Notify Sat 22-Feb-14 13:18:00

You need to have more will power than they do and develop a thick skin for the staring

Explain once that if she can't/won't walk she's going in the pushchair and mean it. You will have to manhandle her in and she will scream and people will stare but if you mean it and follow through it won't take long before she stops performing - I promise.

The breathing exercises they taught you to relax during labour became useful to me for the first time during this stage grin

TinyTear Sat 22-Feb-14 13:18:17

I try and negotiate. Walk to that corner and then I carry you a little bit.

I have a iffy back so use that as an excuse not to carry much. It's pram or walk.

Also focus on what we are doing. If she strops we can't feed the ducks. If she doesn't walk we will just stay there. Not in a hurry ...

FiscalCliffRocksThisTown Sat 22-Feb-14 13:21:38

At that age keep it simple and short term.

No long explanations or pleading.

Explaining about going to the park later is lost on her.

Refusing to walk= pram, if she kicks and screams in the pram, tough.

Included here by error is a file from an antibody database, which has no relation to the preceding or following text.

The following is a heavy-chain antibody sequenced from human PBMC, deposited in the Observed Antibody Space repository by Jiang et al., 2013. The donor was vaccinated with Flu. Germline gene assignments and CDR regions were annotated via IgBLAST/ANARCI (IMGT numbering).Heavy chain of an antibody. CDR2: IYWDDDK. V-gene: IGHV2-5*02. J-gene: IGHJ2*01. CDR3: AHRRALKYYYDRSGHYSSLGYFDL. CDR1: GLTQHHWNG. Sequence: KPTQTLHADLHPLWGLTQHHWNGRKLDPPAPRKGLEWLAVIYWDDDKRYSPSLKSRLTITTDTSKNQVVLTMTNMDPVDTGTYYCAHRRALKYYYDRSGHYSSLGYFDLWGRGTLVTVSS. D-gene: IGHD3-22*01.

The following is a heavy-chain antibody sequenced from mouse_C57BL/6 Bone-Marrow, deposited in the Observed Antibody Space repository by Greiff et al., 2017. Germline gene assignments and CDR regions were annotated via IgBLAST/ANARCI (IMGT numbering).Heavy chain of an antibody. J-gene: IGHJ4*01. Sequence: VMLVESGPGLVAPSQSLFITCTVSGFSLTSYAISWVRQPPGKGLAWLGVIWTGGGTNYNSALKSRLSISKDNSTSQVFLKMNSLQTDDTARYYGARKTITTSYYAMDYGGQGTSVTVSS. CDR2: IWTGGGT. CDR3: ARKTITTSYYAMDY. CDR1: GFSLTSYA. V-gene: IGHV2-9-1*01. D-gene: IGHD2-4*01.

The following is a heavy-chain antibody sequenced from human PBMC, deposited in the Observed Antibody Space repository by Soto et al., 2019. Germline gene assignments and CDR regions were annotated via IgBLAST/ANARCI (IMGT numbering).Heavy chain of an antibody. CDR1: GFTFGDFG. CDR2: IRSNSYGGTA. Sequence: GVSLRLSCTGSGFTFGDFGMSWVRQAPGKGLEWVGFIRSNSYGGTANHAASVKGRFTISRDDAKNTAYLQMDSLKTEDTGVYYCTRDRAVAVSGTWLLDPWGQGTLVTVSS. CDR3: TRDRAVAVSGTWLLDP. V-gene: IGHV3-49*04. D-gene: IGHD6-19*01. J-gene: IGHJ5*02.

mumofone25 Sat 22-Feb-14 13:27:36

notify your post made me laugh! grin I'll practice those relaxing techniques! Yes the staring totally gets to me and all the judgy looks. I will give that a go, something's got to change! Dd is napping now so will attempt town later armed with all your advice! tinytear my dd will not negotiate i do try but it just doesn't work with her. She's very stubborn and strong willed. I think the main thing for me now is not to give in. Thank you.

mumofone25 Sat 22-Feb-14 13:31:38

I've just seen your reply fiscal thank you! I've just got to get tough with the pram. I will definately do this from now on. I just feel awful with her getting so upset and screaming mummy over again. Time for me to toughen up!

elQuintoConyo Sat 22-Feb-14 13:40:06

DS is like this at 2.2.

It's walk or pushchair as I can't carry him at all, I have a completey buggered back.

Yes he screams and wriggles and kicks, but thems the breaks.

I may get some funny looks but to be honest I focus on DS so am oblivious. Plus I usually sing a nice song in my head and by the time I reach the first chorus: he's strapped in; by the time I reach the second chorus: he's stopped his whingeing. DH is more of a pushover hmm

The thing to remember us: you aren't torturing them, they aren't hurt, they aren't going to explode!

Good luck thanks

Stars66 Sat 22-Feb-14 13:41:36